What exactly is a hand blender anyway ?
What is a hand blender ?
A basic hand blender like our winning Russell Hobbs 22241 – does what it says – simply blends
A short definition, and the history, of the hand blender
A blender (often just a more modern word for liquidiser) is a kitchen appliance used to mix, purée, blend or emulsify food and other substances. The big old stationary blender came first of course, and that gets its power from the base that sits on the counter. A jug, or jar with a blade at the bottom sits on your work surface and you put the food into it. This type of blender is bigger, heavier, and usually more powerful than the hand blender that came next.
In the 1950’s the hand blender was invented – by Bamix of Switzerland. It was known as the immersion blender. This still seems to be the first official name given to the hand blender, and it’s still generically called an immersion blender in the U.S. Cuisinart seem to have coined the term ‘stick blender’ In the U.K., we tend to call it a hand, stick or wand blender.
Our top 3 picks
This year our winners cover everything from cheap and basic to powerful, sleek and expensive! We also see that the hand blenders in their effort to be the no. 1 kitchen gadget, they are updating with more accessories to try to cover as many food processor tasks too. We have 3 top choices for these too, we lovingly call them ‘hand held food processors‘ !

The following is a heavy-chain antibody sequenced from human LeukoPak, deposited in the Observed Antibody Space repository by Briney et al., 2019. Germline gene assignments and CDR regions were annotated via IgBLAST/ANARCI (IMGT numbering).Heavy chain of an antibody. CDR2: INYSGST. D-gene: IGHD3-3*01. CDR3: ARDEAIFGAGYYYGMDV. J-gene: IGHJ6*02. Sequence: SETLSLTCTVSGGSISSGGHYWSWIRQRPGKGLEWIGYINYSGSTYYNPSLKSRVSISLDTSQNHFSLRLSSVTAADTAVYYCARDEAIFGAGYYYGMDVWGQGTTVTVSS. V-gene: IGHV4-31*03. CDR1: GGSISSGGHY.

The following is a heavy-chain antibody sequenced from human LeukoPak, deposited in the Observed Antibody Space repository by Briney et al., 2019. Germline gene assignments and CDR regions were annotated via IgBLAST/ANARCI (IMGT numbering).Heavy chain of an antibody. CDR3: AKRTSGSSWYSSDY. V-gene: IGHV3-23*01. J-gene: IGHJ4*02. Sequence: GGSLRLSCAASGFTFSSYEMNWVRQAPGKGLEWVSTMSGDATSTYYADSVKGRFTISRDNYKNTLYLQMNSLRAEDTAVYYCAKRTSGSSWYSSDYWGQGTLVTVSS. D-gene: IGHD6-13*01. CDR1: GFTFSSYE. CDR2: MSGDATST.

How a hand blender works
The rotating blade is at the end near the food , at the ‘end’ of the stick so to speak. At the other top end, known as the body, we have the heavier engine part that drives the motor.
So the hand blender goes into, or should we say, gets immersed in the food (not the other way round). Hence all the obvious names to call it! So its obvious its called a hand blender… because you hold it in your hand? Maybe its also called the ‘blender stick’ because you stick it into the food maybe just because it looks like a stick!
The removable end that attaches to the blender body is technically known as the shaft, but it can be called the leg, or the arm… makes sense if you think of this amazing tool like an extension to your arm, or that it just looks like a leg ! Some people even call it a hand blender wand. I get that… I for one, talk constantly about my magic blender, so I see the link!
How does the had blender fit into the world of kitchen gadgets ?
Now add to all this confusion, there is a whole world of other kitchen gadgets sold for specific purposes. We have food processors, juicers, mixers, grinders and choppers, and most recently mini or personal blenders, also known now as single serve blenders. If you like to specialise and have the budget, and the room for many specialist machines in your cupboards, as well as the time to assemble them, clean them all etc.. then…you are probably quite unusual ..and a lucky duck! So go ahead and have them all.
Specialise or marketise !